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The Vestal Virgin Tuccia with a Sieve
Andrea Mantegna
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Taking careful steps, a woman comes towards us, holding what at first glance looks like a deep circular tray. She is the Vestal Virgin Tuccia and the object she carries is, in fact, a sieve.

Vestal Virgins maintained the fire in the temple of the chaste goddess Vesta in Rome. Their virginity was crucial, but Tuccia’s was challenged. In order to prove it, and knowing that she had divine assistance, she gathered water from the river Tiber in a sieve and carried it to the temple. She predicted – correctly – that none of it would be lost, and that this would prove her virginity.

Mantegna has painted her in imitation of bronze relief sculptures set against a marble background – he was showing that he could rival the work of sculptors by imitating their material so brilliantly. We know that his patron Isabella d‘Este had a ’feigned bronze' picture by Mantegna in her studiolo (study): it is possible that Tuccia was made for that location.

Key facts
Artist Andrea Mantegna
Artist dates about 1431 - 1506
Full title The Vestal Virgin Tuccia with a Sieve
Group Two Exemplary Women of Antiquity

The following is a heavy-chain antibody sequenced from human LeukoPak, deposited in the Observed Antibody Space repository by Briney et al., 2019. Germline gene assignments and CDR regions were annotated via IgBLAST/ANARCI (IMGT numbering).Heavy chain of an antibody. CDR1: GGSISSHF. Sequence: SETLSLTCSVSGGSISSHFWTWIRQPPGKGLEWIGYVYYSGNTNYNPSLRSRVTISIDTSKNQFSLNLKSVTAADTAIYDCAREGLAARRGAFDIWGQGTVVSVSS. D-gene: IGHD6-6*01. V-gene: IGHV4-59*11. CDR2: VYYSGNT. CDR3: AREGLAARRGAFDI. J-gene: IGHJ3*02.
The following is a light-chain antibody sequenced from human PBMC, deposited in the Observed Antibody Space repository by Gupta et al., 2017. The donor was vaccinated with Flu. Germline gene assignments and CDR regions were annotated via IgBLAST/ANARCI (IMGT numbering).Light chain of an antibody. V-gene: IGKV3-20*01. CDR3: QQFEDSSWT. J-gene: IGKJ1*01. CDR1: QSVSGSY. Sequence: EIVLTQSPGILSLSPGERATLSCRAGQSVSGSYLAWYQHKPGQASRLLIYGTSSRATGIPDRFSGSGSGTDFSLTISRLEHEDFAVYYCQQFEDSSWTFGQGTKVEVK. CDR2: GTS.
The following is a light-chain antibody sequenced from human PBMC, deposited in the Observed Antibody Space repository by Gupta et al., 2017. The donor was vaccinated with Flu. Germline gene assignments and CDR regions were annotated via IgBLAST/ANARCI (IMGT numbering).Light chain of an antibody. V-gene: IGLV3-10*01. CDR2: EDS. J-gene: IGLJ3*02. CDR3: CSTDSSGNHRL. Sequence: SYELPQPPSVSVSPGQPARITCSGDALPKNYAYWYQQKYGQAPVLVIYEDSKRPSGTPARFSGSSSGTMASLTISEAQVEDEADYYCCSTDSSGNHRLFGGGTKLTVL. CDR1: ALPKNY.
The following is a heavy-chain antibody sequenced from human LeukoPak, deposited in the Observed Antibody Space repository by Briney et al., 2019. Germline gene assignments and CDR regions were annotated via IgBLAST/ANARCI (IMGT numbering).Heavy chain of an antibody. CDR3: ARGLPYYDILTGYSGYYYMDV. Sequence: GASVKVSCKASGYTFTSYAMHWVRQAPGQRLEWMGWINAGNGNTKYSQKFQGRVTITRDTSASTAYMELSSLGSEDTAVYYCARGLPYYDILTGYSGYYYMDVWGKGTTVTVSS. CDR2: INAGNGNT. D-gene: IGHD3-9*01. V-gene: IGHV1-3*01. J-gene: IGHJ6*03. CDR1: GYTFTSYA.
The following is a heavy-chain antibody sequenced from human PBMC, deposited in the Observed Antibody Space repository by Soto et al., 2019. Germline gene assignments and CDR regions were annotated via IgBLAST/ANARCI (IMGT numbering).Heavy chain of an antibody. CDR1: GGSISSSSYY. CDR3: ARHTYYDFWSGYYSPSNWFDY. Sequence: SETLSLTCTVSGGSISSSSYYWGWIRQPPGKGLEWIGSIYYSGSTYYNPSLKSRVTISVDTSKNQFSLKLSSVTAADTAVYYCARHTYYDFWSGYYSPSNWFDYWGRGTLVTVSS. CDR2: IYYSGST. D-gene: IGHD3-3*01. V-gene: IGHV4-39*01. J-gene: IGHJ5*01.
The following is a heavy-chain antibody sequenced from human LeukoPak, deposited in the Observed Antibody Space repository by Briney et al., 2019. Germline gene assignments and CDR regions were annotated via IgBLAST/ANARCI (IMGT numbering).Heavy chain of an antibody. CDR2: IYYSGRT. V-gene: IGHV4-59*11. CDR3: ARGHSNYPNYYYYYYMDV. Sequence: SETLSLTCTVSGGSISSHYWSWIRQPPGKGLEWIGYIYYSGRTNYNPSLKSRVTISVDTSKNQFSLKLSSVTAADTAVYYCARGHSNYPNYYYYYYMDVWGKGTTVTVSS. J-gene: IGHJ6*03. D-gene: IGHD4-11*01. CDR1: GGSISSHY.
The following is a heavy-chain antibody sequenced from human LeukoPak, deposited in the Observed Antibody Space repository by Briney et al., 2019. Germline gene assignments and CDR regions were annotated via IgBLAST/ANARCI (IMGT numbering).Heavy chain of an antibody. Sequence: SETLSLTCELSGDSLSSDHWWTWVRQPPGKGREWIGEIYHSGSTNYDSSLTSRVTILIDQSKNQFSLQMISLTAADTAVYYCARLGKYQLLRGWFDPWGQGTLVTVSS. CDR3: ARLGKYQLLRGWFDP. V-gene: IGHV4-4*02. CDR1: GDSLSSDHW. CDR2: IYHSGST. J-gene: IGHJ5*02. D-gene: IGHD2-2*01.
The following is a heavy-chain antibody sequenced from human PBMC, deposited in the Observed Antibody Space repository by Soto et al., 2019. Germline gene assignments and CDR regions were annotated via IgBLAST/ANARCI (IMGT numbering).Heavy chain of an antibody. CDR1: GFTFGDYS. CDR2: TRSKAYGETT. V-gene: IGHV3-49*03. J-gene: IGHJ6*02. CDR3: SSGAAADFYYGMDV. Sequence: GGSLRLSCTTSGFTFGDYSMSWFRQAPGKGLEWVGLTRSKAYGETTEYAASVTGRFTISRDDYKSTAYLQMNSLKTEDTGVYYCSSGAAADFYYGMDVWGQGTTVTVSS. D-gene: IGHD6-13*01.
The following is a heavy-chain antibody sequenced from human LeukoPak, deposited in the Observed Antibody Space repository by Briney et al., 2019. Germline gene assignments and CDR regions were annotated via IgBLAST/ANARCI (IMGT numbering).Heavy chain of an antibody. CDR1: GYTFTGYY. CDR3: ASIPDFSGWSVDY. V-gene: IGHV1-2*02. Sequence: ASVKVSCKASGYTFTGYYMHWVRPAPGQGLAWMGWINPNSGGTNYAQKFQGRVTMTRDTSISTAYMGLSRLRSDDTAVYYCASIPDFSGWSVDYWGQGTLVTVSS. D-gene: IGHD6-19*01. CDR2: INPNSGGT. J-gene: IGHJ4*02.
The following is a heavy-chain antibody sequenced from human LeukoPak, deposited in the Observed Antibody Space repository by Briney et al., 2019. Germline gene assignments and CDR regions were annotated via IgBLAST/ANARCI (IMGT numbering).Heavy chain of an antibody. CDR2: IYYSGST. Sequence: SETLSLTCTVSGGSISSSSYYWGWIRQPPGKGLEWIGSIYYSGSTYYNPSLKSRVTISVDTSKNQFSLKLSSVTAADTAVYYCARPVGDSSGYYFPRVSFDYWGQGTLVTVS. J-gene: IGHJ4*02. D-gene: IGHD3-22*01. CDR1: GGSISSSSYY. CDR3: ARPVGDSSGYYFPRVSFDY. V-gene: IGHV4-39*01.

Date made about 1495-1506
Medium and support Egg tempera on poplar
Dimensions 72.5 x 23 cm
Acquisition credit Bought, 1882
Inventory number NG1125.1
Location in Gallery Room 57
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Two Exemplary Women of Antiquity

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Viewed from a distance these two small pictures look like little bronze sculptures set against a pink and white marble background. They were known as bronzi finti – fictive bronzes. Mantegna painted several images mimicking antique sculpture, reflecting his interest in the art of antiquity but also showing off his ability to rival the work of sculptors using just paint.

The woman holding the sieve represents Tuccia, a renowned Vestal Virgin (a priestess who maintained the eternal fire at the temple of the chaste goddess Vesta in Rome). The woman with a goblet could be Sophonisba, a Carthaginian ruler who drank poison rather than be taken into slavery by the Roman general Scipio Africanus. Both were celebrated in the work of the fourteenth-century Italian poet Petrarch.

Archaeological discoveries of ancient artefacts sparked new appreciation of the classical world among the aristocracy. Mantegna’s inventive imitation of classical-style artefacts would have appealed to his sophisticated patrons – the ruling Gonzaga family – in Mantua.

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